Michigan State Police have asked for authorization to use an aerial drone to photograph vehicle crash scenes and give a bird’s-eye view of other emergency situations across the state.
The agency hopes to get permission next month from the Federal Aviation Administration to fly a small, $158,000 remote-controlled helicopter that state police pilots have been training to use for more than a year, The Detroit News reported (http://bit.ly/1yY0GIW ).
The drone, for example, would reduce the time required to survey and reconstruct major crash scenes, such as this month’s 193-vehicle pileup that killed one man and closed a stretch of Interstate 94 between Kalamazoo and Battle Creek for two days.
“That would have been so useful,” said Col. Kriste Kibbey Etue, director of the Michigan State Police.
The time it took to reopen the freeway was dictated in part by the needs of crash investigators, who had to take detailed measurements and photos of the scene before they could begin clearing passenger vehicles and semi-trucks, Etue said.
The Aeryon SkyRanger unmanned aerial vehicle takes hundreds of overlapping photos that a computer program stitches together to create a three-dimensional map of a crash, helping investigators reconstruct how vehicle pileups occur, 1st Lt. Chris Bush said.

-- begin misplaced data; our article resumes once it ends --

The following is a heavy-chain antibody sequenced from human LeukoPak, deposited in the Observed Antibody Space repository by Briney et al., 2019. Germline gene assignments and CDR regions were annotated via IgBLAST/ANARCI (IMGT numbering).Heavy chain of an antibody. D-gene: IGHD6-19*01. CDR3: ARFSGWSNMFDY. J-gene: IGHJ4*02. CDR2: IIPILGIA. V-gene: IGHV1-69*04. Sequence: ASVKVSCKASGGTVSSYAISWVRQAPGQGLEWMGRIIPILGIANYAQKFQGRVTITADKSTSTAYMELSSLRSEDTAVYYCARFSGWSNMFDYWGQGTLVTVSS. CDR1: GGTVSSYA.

“The quicker we can get accidents cleared, to me that’s a game changer for how we do law enforcement,” said Bush, commander of field support and aviation.
The FAA has granted licenses to fly unmanned aerial vehicles to a handful of municipal police agencies across the country, the newspaper reported. FAA officials plan to be in Lansing next month to make a final review of the state police’s training and drone use policies, Bush said.
The drone, which fits inside a backpack, is limited to a maximum altitude of 400 feet, and operators must be able to see the device, Bush said.
Plans call for one drone based out of the state police’s aviation unit at the Lansing airport, Bush said. More could be added later in other locations. State police also asked the American Civil Liberties Union’s Michigan chapter review its policies for operating its drone.
“We have no qualms really with the state police,” said Shelli Weisberg, legislative affairs director for the ACLU of Michigan. “We understand it’s a good tool for them to use for accident reconstruction.”